How will the EU support fintech start-ups post global pandemic?
Financial technology is rapidly advancing across the globe and is the hottest start-up sector in Europe in terms of money raised. Indeed, an impressive $23 billion of venture money has flowed into fintechs since 2015. But how is the EU showing support for fintech start-ups?
Well, there’s been a whole lot of debate and discussion from the EU about how to proceed in the fintech world with rules and regulations being at the forefront. Progress has been made, with fintechs looking to benefit. Let’s find out more…
New harmonised crowdfunding laws to boost EU fintech industry
The EU fintech sector has hit the news a lot in recent months with the provisional political agreement between the European Parliament and the European Council regarding crowdfunding making headlines. To keep things simple, the harmonised proposal will support crowdfunding services in the fintech industry which will harness the growth of small fintech start-ups looking to secure investment.
European Crowdfunding Service Providers (ECSPs) will now be able to list offerings of €5 million within a 12-month period across the EU, instead of the previously proposed €1 million cap. This is good news for European entrepreneurs who are often in need of an alternative source of funding, other than bank loans.
Valdis Dombrovskis, Executive Vice-President for an Economy that Works for People (a division of the European Commission) said, “An EU crowdfunding licence would help crowdfunding platforms scale up in Europe. This will allow investors to match up with companies from all over the EU, bringing more opportunities for firms and entrepreneurs to pitch their ideas to a wider base of investors.”
This regulation will essentially allow crowdfunding service providers to give SMEs, start-ups and innovative companies, particularly within the ever-growing fintech space, new opportunities and better access to finance that will boost the economy.
Facilitating the emergence of innovative business models across the EU
In the Fintech Action Plan from the European Commission, the value of fintech is clearly noted with the document stating: ‘New technologies are changing the financial industry and the way consumers and firms access services, creating opportunities for FinTech-based solutions to provide better access to finance and to improve financial inclusion for digitally connected citizens. It places customers in the driving seat, supports operational efficiency and increases further the competitiveness of the EU economy. FinTech is also important for the Capital Markets Union. It can help to deepen and broaden EU capital markets by integrating digitisation to change business models through data-driven solutions for example in asset management, investment intermediation and product distribution.’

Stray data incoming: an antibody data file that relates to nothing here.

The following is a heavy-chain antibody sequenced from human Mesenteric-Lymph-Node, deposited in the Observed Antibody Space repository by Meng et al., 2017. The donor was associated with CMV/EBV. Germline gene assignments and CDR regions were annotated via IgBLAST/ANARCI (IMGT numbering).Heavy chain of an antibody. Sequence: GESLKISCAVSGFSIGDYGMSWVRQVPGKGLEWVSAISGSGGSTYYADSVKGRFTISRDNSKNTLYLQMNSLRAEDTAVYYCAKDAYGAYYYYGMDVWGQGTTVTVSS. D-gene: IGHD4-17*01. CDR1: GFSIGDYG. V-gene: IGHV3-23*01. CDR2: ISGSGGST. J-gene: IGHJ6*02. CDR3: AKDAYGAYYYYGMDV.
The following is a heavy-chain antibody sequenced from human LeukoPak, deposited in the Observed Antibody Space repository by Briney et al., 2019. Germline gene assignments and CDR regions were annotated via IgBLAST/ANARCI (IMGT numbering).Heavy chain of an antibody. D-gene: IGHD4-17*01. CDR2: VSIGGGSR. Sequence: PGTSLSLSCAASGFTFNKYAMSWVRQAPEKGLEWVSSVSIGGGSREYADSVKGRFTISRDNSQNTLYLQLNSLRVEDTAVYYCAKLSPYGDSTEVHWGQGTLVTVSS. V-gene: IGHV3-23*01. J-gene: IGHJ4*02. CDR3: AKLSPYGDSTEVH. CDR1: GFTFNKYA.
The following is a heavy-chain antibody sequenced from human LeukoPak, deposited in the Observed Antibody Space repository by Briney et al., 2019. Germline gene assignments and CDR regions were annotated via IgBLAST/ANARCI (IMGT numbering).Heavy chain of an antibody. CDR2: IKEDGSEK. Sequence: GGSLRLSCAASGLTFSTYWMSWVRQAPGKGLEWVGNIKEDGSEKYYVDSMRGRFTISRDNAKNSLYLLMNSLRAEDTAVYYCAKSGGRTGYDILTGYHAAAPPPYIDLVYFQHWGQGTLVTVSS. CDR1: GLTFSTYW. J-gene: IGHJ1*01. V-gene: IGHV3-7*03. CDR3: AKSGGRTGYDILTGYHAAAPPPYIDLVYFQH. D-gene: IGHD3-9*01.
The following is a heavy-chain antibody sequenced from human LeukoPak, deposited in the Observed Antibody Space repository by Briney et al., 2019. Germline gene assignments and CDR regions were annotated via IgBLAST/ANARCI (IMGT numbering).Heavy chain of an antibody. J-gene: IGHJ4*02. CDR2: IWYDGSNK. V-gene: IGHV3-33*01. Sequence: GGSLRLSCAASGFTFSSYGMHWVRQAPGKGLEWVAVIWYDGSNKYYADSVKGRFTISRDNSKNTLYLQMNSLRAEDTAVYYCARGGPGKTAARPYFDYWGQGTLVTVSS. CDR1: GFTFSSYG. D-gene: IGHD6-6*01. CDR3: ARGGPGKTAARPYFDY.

The EU’s main challenge, however, was to support fintech start-ups while upholding regulatory requirements. To ensure businesses could progress in accordance with the law innovation hubs or regulatory sandboxes were established across 13 EU Member States. This allowed firms to access the markets quickly while getting to grips with supervisory expectations. On the other hand, supervisors could also get a better understanding of innovative business models. This showed a clear compromise from the EU to drive businesses forward while making sure fintechs were safe and legal.
Spain has enjoyed a recent fintech boom with the Spanish Association of Fintech and Insurtech playing a key role in pushing for the approval of a regulatory sandbox back in 2018. The purpose? To give fintechs the green light to test their innovations, without the risk of infringing on regulatory requirements.
Other European countries are also embracing the fintech movement, with French President Emmanuel Macron announcing a five-billion-euro investment last year to turn start-ups into tech giants. The specific goal was to have 25 fintech unicorns by the end of 2025.
With award-winning investment companies like 8topuz leading the fintech line-up, the industry looks set to steam ahead over the coming years backed by rigid yet compromising EU support.